But on the back seat in the coach is the inevitable woman, young and sickly, with the baby in her arms. The woman has paid her fare through to Guysborough, and holds her ticket. It turns out, however, that she wants to go to the district of Guysborough, to St. Mary’s Cross Roads, somewhere in it, and not to the village of Guysborough, which is away down on Chedabucto Bay. (The reader will notice this geographical familiarity.) And this stage does not go in the direction of St. Mary’s. She will not get out, she will not surrender her ticket, nor pay her fare again. Why should she? And the stage proprietor, the stage-driver, and the hostler mull over the problem, and sit down on the woman’s hair trunk in front of the tavern to reason with her. The baby joins its voice from the coach window in the clamor of the discussion. The baby prevails. The stage company comes to a compromise, the woman dismounts, and we are off, away from the white houses, over the sandy road, out upon a hilly and not cheerful country. And the driver begins to tell us stories of winter hardships, drifted highways, a land buried in snow, and great peril to men and cattle.
“It was then summer, and the weather very fine; so pleased was I with the country, in which I had never travelled before, that my delight proved equal to my wonder.”—Benvenuto Cellini.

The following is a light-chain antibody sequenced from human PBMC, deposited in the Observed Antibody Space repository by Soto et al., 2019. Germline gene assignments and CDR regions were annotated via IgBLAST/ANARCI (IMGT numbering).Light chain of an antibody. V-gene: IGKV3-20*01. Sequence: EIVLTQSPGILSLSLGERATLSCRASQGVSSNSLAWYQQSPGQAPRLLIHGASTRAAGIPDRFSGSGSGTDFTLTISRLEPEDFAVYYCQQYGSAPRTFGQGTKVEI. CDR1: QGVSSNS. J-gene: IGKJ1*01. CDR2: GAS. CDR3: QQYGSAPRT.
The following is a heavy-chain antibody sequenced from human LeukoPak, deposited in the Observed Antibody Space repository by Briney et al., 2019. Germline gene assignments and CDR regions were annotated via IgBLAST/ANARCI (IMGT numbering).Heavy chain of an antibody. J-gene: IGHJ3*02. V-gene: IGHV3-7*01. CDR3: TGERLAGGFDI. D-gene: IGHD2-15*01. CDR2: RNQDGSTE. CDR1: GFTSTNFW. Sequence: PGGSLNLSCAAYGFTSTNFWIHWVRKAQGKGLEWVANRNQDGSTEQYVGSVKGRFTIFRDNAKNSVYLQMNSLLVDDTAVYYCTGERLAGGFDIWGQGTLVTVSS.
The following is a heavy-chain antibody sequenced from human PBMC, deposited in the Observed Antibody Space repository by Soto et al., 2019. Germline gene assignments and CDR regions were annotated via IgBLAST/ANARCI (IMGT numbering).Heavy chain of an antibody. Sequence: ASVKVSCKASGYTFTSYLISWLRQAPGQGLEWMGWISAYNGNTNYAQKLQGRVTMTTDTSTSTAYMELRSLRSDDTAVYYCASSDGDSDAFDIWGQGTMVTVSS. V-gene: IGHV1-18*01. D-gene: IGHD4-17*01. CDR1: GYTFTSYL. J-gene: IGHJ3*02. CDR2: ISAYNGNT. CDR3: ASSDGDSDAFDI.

There are few pleasures in life equal to that of riding on the box-seat of a stagecoach, through a country unknown to you and hearing the driver talk about his horses. We made the intimate acquaintance of twelve horses on that day’s ride, and learned the peculiar disposition and traits of each one of them, their ambition of display, their sensitiveness to praise or blame, their faithfulness, their playfulness, the readiness with which they yielded to kind treatment, their daintiness about food and lodging.
May I never forget the spirited little jade, the off-leader in the third stage, the petted belle of the route, the nervous, coquettish, mincing mare of Marshy Hope. A spoiled beauty she was; you could see that as she took the road with dancing step, tossing her pretty head about, and conscious of her shining black coat and her tail done up “in any simple knot,”—like the back hair of Shelley’s Beatrice Cenci. How she ambled and sidled and plumed herself, and now and then let fly her little heels high in air in mere excess of larkish feeling.
“So! girl; so! Kitty,” murmurs the driver in the softest tones of admiration; “she don’t mean anything by it, she’s just like a kitten.”
But the heels keep flying above the traces, and by and by the driver is obliged to “speak hash” to the beauty. The reproof of the displeased tone is evidently felt, for she settles at once to her work, showing perhaps a little impatience, jerking her head up and down, and protesting by her nimble movements against the more deliberate trot of her companion. I believe that a blow from the cruel lash would have broken her heart; or else it would have made a little fiend of the spirited creature. The lash is hardly ever good for the sex.